This story appeared in KoreaAm Journal, a California-based magazine for and about Korean-Americans and history, news and culture about Koreans living in the United States, South Korea, North Korea and throughout the world.

(September 20, 2002) — In the past few years, many
Korean ladies have made their mark on the LPGA Tour,
including Se Ri Pak, Grace Park, Gloria Park, Hee-Won
Han and Mi Hyun Kim.

Add In-Bee Park’s name to the growing list of talented
Korean women to earn recognition playing golf in

In-Bee Park, 14, became the second-youngest individual
to win the U.S. Girls’ Junior Golf Championship,
accomplishing the feat on July 27 at the Echo Lake
Country Club in Westfield, N.J., by edging Jenny
Tangtiphaiboontana 4 and 3 in match play.
(Coincidentally, a day later, Gloria Park won the Big
Apple Classic.)

“I can’t believe I won the Girls’ Junior championship.
I’m very, very happy,” Park said after winning the
prestigious tournament. “It was a tough match. She
(Tangtiphaiboontana) is a really good player, too.”

“There was a lot of pressure and I was very nervous,
but I thought I could make it,” added Park, whose
favorite golfer is Annika Sorenstam.

With a steady dose of dedication and determination,
Park is heading in the right direction: to be the
best, like Sorenstam, the Swedish sensation .

The latest Golfweek/Titleist Performance Index lists
In-Bee Park as the No. 1-ranked girls player. The top
20 also includes Jane Park (sixth), Irene Cho
(seventh), Hannah Jun (16th) and Eom-Ji Park (19th).

Park also is testing her skills against older, stiffer
competition. She competed at the U.S Women’s Amateur
in mid-August and advanced to the second round of
match play. She will play in the AJPGA Polo Golf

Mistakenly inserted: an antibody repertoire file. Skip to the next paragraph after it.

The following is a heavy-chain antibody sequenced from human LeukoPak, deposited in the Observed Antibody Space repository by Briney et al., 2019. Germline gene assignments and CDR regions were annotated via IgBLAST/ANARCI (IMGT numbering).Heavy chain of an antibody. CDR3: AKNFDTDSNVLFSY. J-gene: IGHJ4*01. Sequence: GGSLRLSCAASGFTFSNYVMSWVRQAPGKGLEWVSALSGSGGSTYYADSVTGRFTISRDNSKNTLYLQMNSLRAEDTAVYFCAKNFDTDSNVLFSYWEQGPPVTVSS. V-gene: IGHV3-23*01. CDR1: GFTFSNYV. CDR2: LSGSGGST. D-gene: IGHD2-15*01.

Junior Classic, Nov. 24-30 at Walter Disney World
Resort in Florida

A Seoul native, Park started playing golf when she was
10. She came to the U.S. with her mother and two
sisters last year to pursue her dream of becoming a
professional golfer.

Park settled in Eustis, Fla., with her family and
began working with Charlie Yoo, a former Golf Digest
Korea columnist who is now a PGA professional in
Orlando, to improve her golf game.

The eighth-grade student attends classes during the
day, practices golf in the afternoon and works on
improving her English with a tutor in the evening.

By all accounts, Yoo’s tutelage is paying off for

This year, Park has lowered her scoring average to
from 74 to 71 per round; she’s averaging four to five
birdies per round (before she made one or two, Yoo
observed); she’s improved her short game considerably
and she’s added 10 yards to her drives.

A couple recent highlights: She won the 2002 Florida
State Girls’ Junior title, and she won the 11th annual
AJGA Rolex Girls Junior Championship, held June 10-13
on LPGA International’s Champions course in Daytona
Beach, Fla., with a 6-under-par 210 — a two-stroke
triumph over Brittany Lang of McKinney, Texas

“Getting to be No. 1 is tough. Keeping it (the
ranking) is even tougher,” Yoo said. “I just want to
make sure she continues to improve as a golfer. I want
to make sure she stays in the top 10.”

Park’s success does not surprise Yoo.

“When I first met her, I knew she had potential.” Yoo

Many others are now beginning to see that, too.